The Lewis catalogue (MS Add.2587.1,2) The Lewis catalogue (MS Add.2587.1,2) (1727) by George Lewis (d. 1729)Cambridge University Library

The Lewis catalogue

Two copies of a catalogue written by George Lewis listing his own collection of ‘Oriental’ manuscripts and curiosities, and printed in 1727, the year in which the collection was donated to the Library. Each manuscript is numbered, the titles are rendered into an early form of English transliteration and each has a brief description in Latin. This is followed by two lists of other items which include Arabic, Persian and Turkish coins made of gold or silver, and Indian coins from the reigns of the Mughal Emperors, Shah Jahan and Aurangzeb. Also listed are Indian walnuts, Japanese ink, weights, snake-stones and a fragment of ambergris. All the manuscripts can still be identified but there is written evidence that some items were transferred to the Museum of Archaeology and Anthropology in 1887; other items have been lost without trace. Acquired from Henry Bradshaw in 1886.

Found with the Amphora near Barton’Cambridge University Library

More Curious Objects

Other oddities and curious objects that were added to the Lewis Cabinet after its arrival atin the collections of Cambridge University Library.

ʻAjāʼib al-makhlūqāt (MS Nn.3.74) (1566) by Zakarīyā ibn Muḥammad al-Qazwīnī (ca 1203–1283)Cambridge University Library

Marvels of creation

In 1770 George Lewis’s son presented this magnificent illuminated manuscript of the Persian version of al-Qazwīnī’s Marvels of creation (also known as The wonders of creation). This magnificent illuminated manuscript of the Persian version of al-Qazwīnī’s Marvels of creation (also known as The wonders of creation) was presented in 1770 by the son of George Lewis. Lewis had given a cabinet of ‘Oriental’ manuscripts and curiosities to the Library in 1727 and this later gift was placed in the cabinet. Some Chinese manuscripts presented by the Sussex antiquary William Burrell were also added in 1772. An 1812 guidebook describes how ‘The leaves of this elegant manuscript are of cotton paper, embellished with drawings of beasts, birds, reptiles, &c. many of which are finely executed, and the colouring is uncommonly brilliant; the paintings are ornamented with gold intermixed with the most beautiful colours, and the volume is enveloped in a remarkably superb binding.—This book cost in Persia £100.’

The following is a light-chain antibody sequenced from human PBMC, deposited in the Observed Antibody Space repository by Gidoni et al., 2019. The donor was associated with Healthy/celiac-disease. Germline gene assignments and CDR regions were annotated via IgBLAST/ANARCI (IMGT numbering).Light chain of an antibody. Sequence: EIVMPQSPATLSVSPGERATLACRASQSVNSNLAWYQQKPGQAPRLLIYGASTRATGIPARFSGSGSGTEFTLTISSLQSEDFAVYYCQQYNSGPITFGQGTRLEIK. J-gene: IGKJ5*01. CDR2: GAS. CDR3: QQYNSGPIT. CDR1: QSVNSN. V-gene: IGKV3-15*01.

Needle? Needle?Cambridge University Library

Needle?

This small ivory or bone object has a hole near the top, suggesting it may be a needle. However, the three scales around it perhaps indicate a different or dual use. It was found in a cabinet of ‘Oriental’ manuscripts and curiosities presented to the Library by George Lewis in 1727, but is a later addition to the cabinet. The needle is contained inside a wooden case inside a wooden case, but the case is too small for it and so is presumably a later home.

Metal stylus (19th century?)Cambridge University Library

Metal Stylus

Stylus for writing on palm-leaf manuscripts, a later addition to the cabinet of ‘Oriental’ manuscripts and curiosities presented to the Library by George Lewis in 1727.

Found with the Amphora near Barton’Cambridge University Library

‘Found with the Amphora near Barton’

During the summer of 1817 Edward Daniel Clarke, Professor of Mineralogy at Cambridge and University Librarian, decided to excavate the Hay Hill burial mound near Barton on the western outskirts of Cambridge. An iron fire dog and an iron chain with six collars, possibly for transporting slaves, had been found nearby and Clarke wanted to look for further evidence. The grave revealed a single human skeleton—the skull was removed and taken to the University Library (its fate is unknown). The following year, some labourers employed to dig gravel near the mound discovered an amphora, inside which was found a black terracotta vase containing human bones, and two other smaller red terracotta vessels with handles. These were also taken to the University Library. The fire dog and chain are now in the Museum of Archaeology and Anthropology, but the current location of the amphora and its contents is unknown. The fragments shown here—found with the amphora in 1818—were discovered in the cabinet of ‘Oriental’ manuscripts and curiosities presented to the Library by George Lewis in 1727 and include what appears to be a piece of a bronze bracelet.

Shakespeare tobacco stopper Shakespeare tobacco stopperCambridge University Library

Shakespeare tobacco stopper

This tiny tobacco stopper, used for pressing down tobacco in a pipe, is possibly made from wood from the mulberry tree supposedly planted by Shakespeare at New Place, Stratford-upon-Avon. The tree was cut down in the 1750s by the Rev. Francis Gastrell, who had grown tired of tourists asking to see it. A brisk trade in genuine and fake mulberry wood souvenirs followed and tobacco stoppers such as this were common.

Pompeii fragments (ca 20 BCE–79 CE)Cambridge University Library

Pompeii fragments

These fragments in the ‘Third’ or ‘Fourth Style’ of Pompeiian wall painting depict a shaggy-fleeced goat, a deer and Pegasus. They are among several later additions to the cabinet of ‘Oriental’ manuscripts and curiosities presented to the Library by George Lewis in 1727. On the back of the frame is an inscription in a nineteenth-century hand reading ‘Containing Three Original Antique Paintings from the Walls of Pompeii, near Naples. Near 2000 years old’. A small paper label on the Pegasus records their sale as Lot 61 on the second day of an unidentified auction.

Nothing further is yet known about their provenance. Visible-light Induced Luminescence photography has revealed very small specks of the ancient pigment Egyptian blue on all three fragments, either as surface contamination from another object or as transfer from brushes or tools that had also been used for Egyptian blue.